Clin Exp Emerg Med.  2019 Jun;6(2):152-159. 10.15441/ceem.18.027.

New prehospital scoring system for traumatic brain injury to predict mortality and severe disability using motor Glasgow Coma Scale, hypotension, and hypoxia: a nationwide observational study

  • 1Department of Emergency Medicine, Seoul National University Hospital, Seoul National University College of Medicine, Seoul, Korea.
  • 2Laboratory of Emergency Medical Services, Seoul National University Hospital Biomedical Research Institute, Seoul, Korea.
  • 3Department of Emergency Medicine, Seoul National University Boramae Medical Center, Seoul, Korea.
  • 4Department of Emergency Medicine, Seoul National University Bundang Hospital, Seongnam, Korea.


Assessing the severity of injury and predicting outcomes are essential in traumatic brain injury (TBI). However, the respiratory rate and Glasgow Coma Scale (GCS) of the Revised Trauma Score (RTS) are difficult to use in the prehospital setting. This investigation aimed to develop a new prehospital trauma score for TBI (NTS-TBI) to predict mortality and disability.
We used a nationwide trauma database on severe trauma cases transported by fire departments across Korea in 2013 and 2015. NTS-TBI model 1 used systolic blood pressure < 90 mmHg, peripheral capillary oxygen saturation < 90% measured via pulse oximeter, and motor component of GCS. Model 2 comprised variables of model 1 and age >65 years. We assessed discriminative power via area under the curve (AUC) value for in-hospital mortality and disability defined according to the Glasgow Outcome Scale with scores of 2 or 3. We then compared AUC values of NTS-TBI with those of RTS.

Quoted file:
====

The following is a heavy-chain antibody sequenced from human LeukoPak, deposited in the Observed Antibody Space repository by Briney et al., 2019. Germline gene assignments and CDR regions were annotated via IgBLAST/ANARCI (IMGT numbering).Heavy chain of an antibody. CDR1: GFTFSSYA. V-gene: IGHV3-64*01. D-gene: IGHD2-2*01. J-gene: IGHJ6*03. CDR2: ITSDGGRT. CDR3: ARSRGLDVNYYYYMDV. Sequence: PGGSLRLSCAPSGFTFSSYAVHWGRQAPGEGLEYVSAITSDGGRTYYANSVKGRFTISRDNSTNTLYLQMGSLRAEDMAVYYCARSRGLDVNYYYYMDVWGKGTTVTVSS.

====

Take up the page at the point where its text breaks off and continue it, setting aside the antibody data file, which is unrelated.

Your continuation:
In total, 3,642 patients were enrolled. AUC values of NTS-TBI models 1 and 2 for mortality were 0.833 (95% confidence interval [CI], 0.815 to 0.852) and 0.852 (95% CI, 0.835 to 0.869), respectively, while AUC values for disability were 0.772 (95% CI, 0.749 to 0.796) and 0.784 (95% CI, 0.761 to 0.807), respectively. AUC values of NTS-TBI model 2 for mortality and disability were higher than those of RTS (0.819 and 0.761, respectively) (P < 0.01).
Our NTS-TBI model using systolic blood pressure, motor component of GCS, oxygen saturation, and age was feasible for prehospital care and showed outstanding discriminative power for mortality.


Brain injuries, traumatic; Mortality; Disability; Quality improvement; Prehospital
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